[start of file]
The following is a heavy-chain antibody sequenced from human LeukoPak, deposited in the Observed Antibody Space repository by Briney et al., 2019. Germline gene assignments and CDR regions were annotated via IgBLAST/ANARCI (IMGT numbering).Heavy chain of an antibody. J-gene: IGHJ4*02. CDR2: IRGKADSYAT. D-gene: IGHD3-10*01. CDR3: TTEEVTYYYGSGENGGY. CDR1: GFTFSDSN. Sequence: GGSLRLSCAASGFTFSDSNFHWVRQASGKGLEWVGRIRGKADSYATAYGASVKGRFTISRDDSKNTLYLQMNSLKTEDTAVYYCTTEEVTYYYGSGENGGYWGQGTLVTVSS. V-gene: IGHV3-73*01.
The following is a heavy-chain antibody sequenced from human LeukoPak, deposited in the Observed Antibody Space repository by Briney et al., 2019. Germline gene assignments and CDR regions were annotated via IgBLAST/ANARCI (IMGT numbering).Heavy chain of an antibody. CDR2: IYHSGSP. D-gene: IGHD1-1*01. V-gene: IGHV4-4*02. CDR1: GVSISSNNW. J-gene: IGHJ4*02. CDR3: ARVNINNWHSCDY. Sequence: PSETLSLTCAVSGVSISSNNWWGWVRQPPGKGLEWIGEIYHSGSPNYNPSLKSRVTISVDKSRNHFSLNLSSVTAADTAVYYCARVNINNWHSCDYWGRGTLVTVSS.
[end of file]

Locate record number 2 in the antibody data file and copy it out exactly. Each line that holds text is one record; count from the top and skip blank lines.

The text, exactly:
The following is a heavy-chain antibody sequenced from human LeukoPak, deposited in the Observed Antibody Space repository by Briney et al., 2019. Germline gene assignments and CDR regions were annotated via IgBLAST/ANARCI (IMGT numbering).Heavy chain of an antibody. CDR2: IYHSGSP. D-gene: IGHD1-1*01. V-gene: IGHV4-4*02. CDR1: GVSISSNNW. J-gene: IGHJ4*02. CDR3: ARVNINNWHSCDY. Sequence: PSETLSLTCAVSGVSISSNNWWGWVRQPPGKGLEWIGEIYHSGSPNYNPSLKSRVTISVDKSRNHFSLNLSSVTAADTAVYYCARVNINNWHSCDYWGRGTLVTVSS.